The brand-new Bricoleur Vineyards, located on 40 acres in Windsor, Sonoma County, was originally slated to open publicly in May. With its multiple gardens, a barn, and a pavilion, the team was able to pivot its opening, and guests can choose from a number of scenic locations on the property for a tasting.
And for wineries whose tasting rooms haven’t fully reopened, like Brown Estate’s, visitors can still call ahead and partake in curbside pickup to grab a bottle.
While many outdoor dining options are available, a number of restaurants are still focusing on takeout; the three-Michelin-starred restaurant at SingleThread is running a takeaway menu service from Mondays through Wednesdays.
Expect masks, limited seating capacity, and increased cleaning procedures at restaurants, too (buffets and communal finger foods are also off the menu). Some spots encourage reservations, while others are first-come, first-served. At the rooftop bar at Sky & Vine in the city of Napa, which opened on June 19, diners can spread out and still enjoy the bar’s famous lobster corn dogs, drinks, and specials—including live music on Thursdays at 5 p.m.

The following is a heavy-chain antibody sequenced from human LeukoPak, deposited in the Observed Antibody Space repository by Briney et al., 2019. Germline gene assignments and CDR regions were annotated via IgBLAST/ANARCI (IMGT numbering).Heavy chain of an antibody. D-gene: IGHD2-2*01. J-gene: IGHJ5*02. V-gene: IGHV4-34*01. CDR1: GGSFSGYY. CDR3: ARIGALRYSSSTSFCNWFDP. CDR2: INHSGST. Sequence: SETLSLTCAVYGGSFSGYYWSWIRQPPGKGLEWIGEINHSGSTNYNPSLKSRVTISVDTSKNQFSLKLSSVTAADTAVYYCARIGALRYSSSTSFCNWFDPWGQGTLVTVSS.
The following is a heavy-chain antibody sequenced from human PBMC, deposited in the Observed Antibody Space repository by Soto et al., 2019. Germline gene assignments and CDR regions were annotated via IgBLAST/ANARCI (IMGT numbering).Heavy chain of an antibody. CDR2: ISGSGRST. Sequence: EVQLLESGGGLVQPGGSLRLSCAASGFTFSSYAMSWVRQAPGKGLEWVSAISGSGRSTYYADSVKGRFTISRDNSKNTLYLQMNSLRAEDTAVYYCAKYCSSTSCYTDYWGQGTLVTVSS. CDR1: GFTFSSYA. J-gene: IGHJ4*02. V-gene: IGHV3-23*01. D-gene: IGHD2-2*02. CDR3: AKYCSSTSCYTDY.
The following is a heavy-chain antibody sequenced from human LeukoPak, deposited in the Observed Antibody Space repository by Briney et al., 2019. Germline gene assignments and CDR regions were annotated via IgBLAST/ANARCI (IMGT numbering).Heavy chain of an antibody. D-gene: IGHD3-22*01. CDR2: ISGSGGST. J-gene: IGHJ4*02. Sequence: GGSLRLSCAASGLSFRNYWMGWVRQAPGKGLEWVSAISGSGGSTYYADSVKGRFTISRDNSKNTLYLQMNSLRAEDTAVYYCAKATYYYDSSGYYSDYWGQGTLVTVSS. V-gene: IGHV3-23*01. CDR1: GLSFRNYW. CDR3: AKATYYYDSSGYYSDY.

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For out-of-towners or those simply wanting a staycation, lots of hotels are accepting reservations for leisure travelers. Already meticulous cleaning practices have been further strengthened to ensure guests’ comfort and safety. At the Francis House, an upscale bed-and-breakfast in Calistoga, owner Dina Dwyer began welcoming travelers the weekend of June 12—most are from nearby, but some are coming from as far away as Seattle and Las Vegas, Dwyer says. She was already using Tersano Stabilized Aqueous Ozone, a highly effective, sustainable cleaner, before reopening. But now, cleaning staff adds it to laundry, and additional measures are in place, such as prohibiting access to the sauna, changing shoe covers between cleaning guest rooms, and closing the communal tea and coffee station to limit contact (guests can still order beverages between 7:30 a.m. and 6 p.m.).